It took more than half a century to recognise that General De Gaulle’s refusal to support the membership of the UK in the Community was not without some justification. His premonition turned out to be essentially right after all: the British will be different, as they always have been. They will never be fully committed in their heart and mind to the European integration project. The permanent opt-outs of key projects such as the Euro, important areas of justice and home affairs, Schengen and others only reflected this deep-rooted, historical British ‘exceptionalism’. The tentative agreement made with Prime Minister Cameron at the February European Council would have further enhanced the special status of the UK, if it had materialized. It did not and now a new relationship will have to be hammered out after a long, difficult and tremendously complex negotiating process.
What will be that new relationship? The shortest answer to this question is that no one knows at this point of time. However, in the light of the huge economic and political impact of that relationship upon the UK, on the EU and all of its member states, as well as upon global economic and geopolitical developments, some forecasts should be tentatively made, at least with some degree of probability.
First, Brexit is politically irreversible. With or without the British parliament, Article 50 will be invoked and negotiations will be started to conclude the agreement setting out the arrangements for the withdrawal, ‘taking account of the framework of the new relationship with the Union’. The Treaties shall cease to apply from the date of entry into force of the withdrawal agreement or failing that, two years after the notification of the UK’s intention to withdraw unless the European Council, in agreement with the UK, unanimously decides to extend the period.
The decision of the British voters must be respected and it would be a fatal mistake to believe that this decision can be reversed by any kind of legislation or a second referendum. Any attempt to override the popular will would cause immense and incalculable damage, not only to the UK but also for the EU.
While the result of the referendum must be respected and accordingly, the withdrawal process is politically irreversible, in a strictly legal sense the process is however reversible, even after Article 50 has been activated. Notifying an intention is not a legally binding act; it only triggers the start of a negotiating procedure. This procedure, legally and theoretically, can be stopped and the intention can be withdrawn. Until what point of time? General principles of international law would suggest that legal reversibility would exist until the entry into force of the withdrawal agreement. Once this agreement enters into force, the only way of ‘reversing’ the withdrawal would be to ask to rejoin under Article 49 of the Treaty as it is provided for in para 5 of Article 50.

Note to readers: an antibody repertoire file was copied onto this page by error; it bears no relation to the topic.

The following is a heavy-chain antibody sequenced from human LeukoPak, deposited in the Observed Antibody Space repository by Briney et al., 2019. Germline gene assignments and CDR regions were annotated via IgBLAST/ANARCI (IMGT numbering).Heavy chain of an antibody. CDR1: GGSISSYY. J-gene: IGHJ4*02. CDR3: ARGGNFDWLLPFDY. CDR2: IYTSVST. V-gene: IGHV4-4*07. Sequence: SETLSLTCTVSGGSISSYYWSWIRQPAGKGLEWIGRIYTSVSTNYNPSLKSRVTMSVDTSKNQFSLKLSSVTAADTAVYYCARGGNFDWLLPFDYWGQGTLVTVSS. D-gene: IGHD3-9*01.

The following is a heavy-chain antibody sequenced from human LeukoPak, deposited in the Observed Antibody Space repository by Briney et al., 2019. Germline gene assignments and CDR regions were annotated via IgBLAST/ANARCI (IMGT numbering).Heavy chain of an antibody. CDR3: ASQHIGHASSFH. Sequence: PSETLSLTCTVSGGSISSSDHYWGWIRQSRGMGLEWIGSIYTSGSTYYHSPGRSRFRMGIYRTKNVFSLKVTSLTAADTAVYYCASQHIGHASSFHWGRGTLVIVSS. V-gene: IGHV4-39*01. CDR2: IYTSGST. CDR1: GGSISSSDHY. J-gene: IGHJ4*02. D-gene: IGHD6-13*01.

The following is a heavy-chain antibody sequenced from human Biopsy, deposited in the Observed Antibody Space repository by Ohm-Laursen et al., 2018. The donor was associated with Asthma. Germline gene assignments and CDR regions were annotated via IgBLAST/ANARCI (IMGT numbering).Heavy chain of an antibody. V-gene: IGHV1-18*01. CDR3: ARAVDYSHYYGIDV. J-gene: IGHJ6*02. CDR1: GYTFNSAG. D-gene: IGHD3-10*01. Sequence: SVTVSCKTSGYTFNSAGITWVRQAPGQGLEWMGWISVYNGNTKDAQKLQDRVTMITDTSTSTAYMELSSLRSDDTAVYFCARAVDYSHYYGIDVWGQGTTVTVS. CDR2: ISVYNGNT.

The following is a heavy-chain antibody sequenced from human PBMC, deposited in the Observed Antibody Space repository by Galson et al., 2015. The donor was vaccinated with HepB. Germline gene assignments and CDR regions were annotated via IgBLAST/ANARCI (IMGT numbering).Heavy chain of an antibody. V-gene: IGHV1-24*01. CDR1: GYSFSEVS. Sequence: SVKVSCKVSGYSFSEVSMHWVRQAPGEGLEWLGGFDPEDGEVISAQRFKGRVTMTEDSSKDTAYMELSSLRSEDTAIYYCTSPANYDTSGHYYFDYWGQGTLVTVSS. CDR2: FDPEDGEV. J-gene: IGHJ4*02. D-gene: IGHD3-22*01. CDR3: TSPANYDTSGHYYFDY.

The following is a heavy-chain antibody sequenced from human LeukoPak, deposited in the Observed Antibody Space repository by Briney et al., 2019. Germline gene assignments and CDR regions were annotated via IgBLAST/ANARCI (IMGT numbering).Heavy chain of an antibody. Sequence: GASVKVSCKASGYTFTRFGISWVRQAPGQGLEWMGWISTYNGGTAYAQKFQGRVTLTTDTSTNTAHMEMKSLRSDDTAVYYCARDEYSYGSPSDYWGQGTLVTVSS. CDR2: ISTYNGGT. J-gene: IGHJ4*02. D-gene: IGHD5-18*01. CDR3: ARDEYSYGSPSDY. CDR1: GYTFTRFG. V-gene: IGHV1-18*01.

The provisions of Article 50 set only the general guidelines for the exit procedure, and a number of issues will be raised in the course of the process. However, even on the basis of these laconic rules, it seems to be clear that distinction has to be made between the agreement containing the arrangements for the withdrawal (‘divorce’) and the framework for the future relationship of the departing member state with the Union (which has to be taken into account when negotiating the withdrawal agreement.) The former is an agreement negotiated in the light of the guidelines provided by the European Council, concluded by the Council acting by qualified majority and obtaining the consent of the European Parliament. Even more scant is the language of Article 50 on the ‘framework for the future relationship’. If the negotiated agreement does not enter into force two years after the negotiation period, nor is it extended by the unanimous decision of the European Council, the Treaty ceases to apply. No answer is given to the question of what will happen then to a large variety of issues, such as the division of assets and liabilities, such as the contributions to budget, contingent liabilities and other loan guarantees, outstanding payment promises (reste à liquider), staff, pensions, international agreements etc., relating to the withdrawal itself. The only reasonable outcome, as well as the likelihood, is that the two-year period will have to be extended and negotiations will continue until all the withdrawal arrangements are agreed upon.
On the other hand, there is no such constraint on the parties regarding the framework for the future relationship. This framework will be an international treaty between the Union and its member states, on the one hand, and the United Kingdom (provided it is still united), on the other, under the rules of international law, duly signed and ratified, for the time being, by the altogether 38 (!) parliaments. If there is no such treaty, there will be no special framework for that relationship and it is the general rules and laws, including all the international conventions, treaties, agreements both the Union and the UK are parties to, that will apply to trade, investments, security and everything else.